Blog Template Theology of the Body: How you get saved

Monday, June 19, 2006

How you get saved

One of the world's foremost scholars in Rousseau happens to be one of mine and Fr. WB's dearest friends. He is suffering from a brain cancer that may end his life very soon. He is very much in our prayers, and we are daily offering intentions that he might claim Christ as as his Savior and accept the grace of baptism before his death. Please keep R in your prayers too. In the meantime, I have just Fed Exed this note to him in England.

June 19, 2006
Portsmouth, Virginia

Dear R,

I am writing to you from W’s home in Virginia, where we are enjoying a week with parents. After our brief chat on M's phone yesterday, it crossed my mind that as I have been spending a good deal of my time this summer praying for you, I might take the liberty of dropping a line to you in that regard. I really hope that you wont find this silly or offensive. The fact is that I have been quite moved by the deep affection that my dearest friends hold for you, and have been moved as well by the difficulties that you have faced over the past year. Believe me, I stand very much with our friends in having been pulling for you, from a distance, for some time.

Thus I will get to the point ( I had desperately wanted to meet you for tea over this, but M sternly forbade it!). The point is that (you may laugh) that I am very worried about your soul. Being firmly of the conviction that we have each got one and that it persists beyond the mechanics of the mundane life’s terminus at death, I am earnestly hoping that you might enjoy some consolation about what will happen to you when you die by appropriating hope.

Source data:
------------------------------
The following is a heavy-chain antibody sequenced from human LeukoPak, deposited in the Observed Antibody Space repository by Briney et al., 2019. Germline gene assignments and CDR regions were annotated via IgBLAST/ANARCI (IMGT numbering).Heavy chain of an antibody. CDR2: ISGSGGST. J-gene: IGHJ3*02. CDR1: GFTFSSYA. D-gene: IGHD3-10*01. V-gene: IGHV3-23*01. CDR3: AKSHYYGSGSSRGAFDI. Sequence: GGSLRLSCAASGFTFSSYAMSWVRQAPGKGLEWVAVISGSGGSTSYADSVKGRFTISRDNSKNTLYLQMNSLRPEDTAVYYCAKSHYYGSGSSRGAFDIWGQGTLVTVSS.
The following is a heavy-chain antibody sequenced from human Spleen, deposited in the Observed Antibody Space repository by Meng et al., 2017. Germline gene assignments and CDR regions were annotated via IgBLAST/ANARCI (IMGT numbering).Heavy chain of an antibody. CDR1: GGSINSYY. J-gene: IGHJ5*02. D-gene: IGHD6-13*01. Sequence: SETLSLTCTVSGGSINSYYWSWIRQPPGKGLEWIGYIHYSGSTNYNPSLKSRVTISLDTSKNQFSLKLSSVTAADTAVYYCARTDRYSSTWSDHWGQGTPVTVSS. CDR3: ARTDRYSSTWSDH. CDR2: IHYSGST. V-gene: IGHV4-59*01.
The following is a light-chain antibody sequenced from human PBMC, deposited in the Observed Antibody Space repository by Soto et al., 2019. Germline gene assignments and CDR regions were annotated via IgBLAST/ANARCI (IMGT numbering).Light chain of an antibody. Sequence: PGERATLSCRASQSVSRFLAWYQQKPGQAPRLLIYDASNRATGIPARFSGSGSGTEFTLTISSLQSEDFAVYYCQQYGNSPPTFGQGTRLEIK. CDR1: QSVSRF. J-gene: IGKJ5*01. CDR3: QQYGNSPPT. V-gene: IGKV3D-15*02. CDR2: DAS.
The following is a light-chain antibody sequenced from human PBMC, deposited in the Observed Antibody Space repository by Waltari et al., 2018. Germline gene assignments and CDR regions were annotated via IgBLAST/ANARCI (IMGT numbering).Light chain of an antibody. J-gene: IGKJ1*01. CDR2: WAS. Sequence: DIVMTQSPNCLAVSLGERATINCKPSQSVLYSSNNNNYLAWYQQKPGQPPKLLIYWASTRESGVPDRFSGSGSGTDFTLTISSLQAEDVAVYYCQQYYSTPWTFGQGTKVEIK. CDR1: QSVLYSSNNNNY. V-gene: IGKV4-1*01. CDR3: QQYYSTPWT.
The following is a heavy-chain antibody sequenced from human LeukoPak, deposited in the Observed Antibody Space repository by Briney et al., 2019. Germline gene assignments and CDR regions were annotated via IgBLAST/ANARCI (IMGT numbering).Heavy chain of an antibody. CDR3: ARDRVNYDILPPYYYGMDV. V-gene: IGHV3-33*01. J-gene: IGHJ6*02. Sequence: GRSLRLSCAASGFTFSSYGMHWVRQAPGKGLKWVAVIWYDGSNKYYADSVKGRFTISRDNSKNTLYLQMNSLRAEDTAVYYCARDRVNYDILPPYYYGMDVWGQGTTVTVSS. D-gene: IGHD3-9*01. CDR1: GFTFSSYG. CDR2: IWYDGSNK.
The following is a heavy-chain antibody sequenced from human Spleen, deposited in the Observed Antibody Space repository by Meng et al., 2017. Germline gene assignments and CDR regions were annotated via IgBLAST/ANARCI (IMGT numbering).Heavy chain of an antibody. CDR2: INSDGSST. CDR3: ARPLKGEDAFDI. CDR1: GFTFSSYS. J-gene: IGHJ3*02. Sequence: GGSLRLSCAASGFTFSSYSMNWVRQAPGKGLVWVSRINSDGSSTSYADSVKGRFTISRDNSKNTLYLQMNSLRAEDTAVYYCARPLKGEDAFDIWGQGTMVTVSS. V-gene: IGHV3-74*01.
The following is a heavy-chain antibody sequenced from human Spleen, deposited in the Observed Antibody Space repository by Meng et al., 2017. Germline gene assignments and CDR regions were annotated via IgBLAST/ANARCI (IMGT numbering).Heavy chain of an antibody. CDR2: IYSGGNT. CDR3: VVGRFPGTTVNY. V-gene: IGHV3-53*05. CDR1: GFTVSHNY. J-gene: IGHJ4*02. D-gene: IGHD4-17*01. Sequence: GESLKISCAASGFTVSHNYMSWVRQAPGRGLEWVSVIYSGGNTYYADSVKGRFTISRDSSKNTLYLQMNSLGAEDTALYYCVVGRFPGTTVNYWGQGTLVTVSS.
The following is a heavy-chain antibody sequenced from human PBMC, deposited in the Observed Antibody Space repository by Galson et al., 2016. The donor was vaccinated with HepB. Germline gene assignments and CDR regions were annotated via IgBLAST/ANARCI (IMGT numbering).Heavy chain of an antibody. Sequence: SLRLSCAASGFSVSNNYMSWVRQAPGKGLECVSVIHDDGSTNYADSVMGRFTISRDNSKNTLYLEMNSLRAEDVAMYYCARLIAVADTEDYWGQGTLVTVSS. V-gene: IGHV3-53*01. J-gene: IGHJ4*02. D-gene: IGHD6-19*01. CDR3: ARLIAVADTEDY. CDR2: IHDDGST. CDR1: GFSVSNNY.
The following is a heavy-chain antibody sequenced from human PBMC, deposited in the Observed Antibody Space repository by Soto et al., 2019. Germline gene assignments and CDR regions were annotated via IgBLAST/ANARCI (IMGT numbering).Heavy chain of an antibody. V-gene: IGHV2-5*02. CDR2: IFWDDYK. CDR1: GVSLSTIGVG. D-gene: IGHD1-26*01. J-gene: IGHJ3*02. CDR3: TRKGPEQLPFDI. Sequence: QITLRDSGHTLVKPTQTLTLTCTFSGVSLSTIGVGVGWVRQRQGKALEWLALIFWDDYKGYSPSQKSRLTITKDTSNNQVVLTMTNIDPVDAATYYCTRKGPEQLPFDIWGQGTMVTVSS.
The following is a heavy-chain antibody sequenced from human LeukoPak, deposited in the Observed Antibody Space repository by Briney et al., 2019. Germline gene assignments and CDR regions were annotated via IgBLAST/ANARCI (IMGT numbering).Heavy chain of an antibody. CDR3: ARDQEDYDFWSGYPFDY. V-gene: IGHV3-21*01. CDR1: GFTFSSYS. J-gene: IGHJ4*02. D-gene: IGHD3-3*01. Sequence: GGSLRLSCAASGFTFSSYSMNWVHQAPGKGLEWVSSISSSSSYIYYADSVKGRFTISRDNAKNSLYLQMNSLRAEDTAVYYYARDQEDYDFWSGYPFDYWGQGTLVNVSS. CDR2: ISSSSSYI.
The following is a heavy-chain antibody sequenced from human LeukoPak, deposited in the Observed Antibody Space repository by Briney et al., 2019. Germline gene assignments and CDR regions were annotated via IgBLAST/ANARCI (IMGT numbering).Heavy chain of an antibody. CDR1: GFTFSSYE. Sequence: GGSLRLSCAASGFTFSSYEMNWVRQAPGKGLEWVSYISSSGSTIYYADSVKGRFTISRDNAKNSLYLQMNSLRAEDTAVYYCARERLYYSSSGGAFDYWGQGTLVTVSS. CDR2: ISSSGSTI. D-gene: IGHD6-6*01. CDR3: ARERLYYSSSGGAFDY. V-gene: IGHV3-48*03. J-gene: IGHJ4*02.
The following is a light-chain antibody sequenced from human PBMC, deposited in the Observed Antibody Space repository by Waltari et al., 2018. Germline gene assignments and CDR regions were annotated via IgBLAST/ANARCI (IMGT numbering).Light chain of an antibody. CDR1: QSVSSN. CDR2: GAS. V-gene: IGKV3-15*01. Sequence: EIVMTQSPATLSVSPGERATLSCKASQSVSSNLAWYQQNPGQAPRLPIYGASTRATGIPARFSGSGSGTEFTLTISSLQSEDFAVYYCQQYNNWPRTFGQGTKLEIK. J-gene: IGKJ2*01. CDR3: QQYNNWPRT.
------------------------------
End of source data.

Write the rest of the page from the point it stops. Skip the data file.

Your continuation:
As you know, R, we Christians firmly believe that our God has conquered our inevitable death out of love for His creature, and that a beatitude of great harmony, love and beauty is both presently given and awaits those who have confessed the Unmoved Mover to be their Lord in Jesus Christ. I could not presume to explain the story further to you. It is in the end a matter of faith and of quiet assent, but it is has always seemed to me that the evidences of such great love are ingrained in us- in our universal hope of being loved and accompanied; in the hope of being secure; in our fear of death as a thing mysterious and alien- these experiences have always seemed to me to lead not to further questions, but to the answers provided so well in the story of the God of the universe, who made His people to be loved and accompanied by Himself to the end, when He will secure their benefit and undo their death. To this end, God offers Himself to us. The whole illogical thing reeks of mercy and great kindness, and offers an invitation to any who would be provoked enough by it as to find it unbelievable- a simple invitation to hope in a God kind enough to extend such outrageous love and so audacious as to propose something so unverifiable in the midst of our present sufferings.

R, even as I write this I am embarrassed by the implausibility of it all; we Christians are still waiting for our claims to be established empirically. Nonetheless, our Scriptures promise that in the absence of things seen and proven, we are “saved” by hope. The formula in your case would then become quite simple- one would simply consent to trace any hope for any life or love at all back to the unseen God who began it all in the first place, one would consent to acknowledge the definitive outpouring of that love at Calvary, and would formally claim that grace for one’s own benefit- all simply as a gesture of love and trust in return- and as protection for the fault-ridden soul, which in the simple gesture of baptism is made clean and whole and fit for Heaven.

R, this is simply my heartfelt and humble invitation to you, written in sincerest respect. I believe these things with all my heart. You will remain in all of our prayers.

Yours very truly,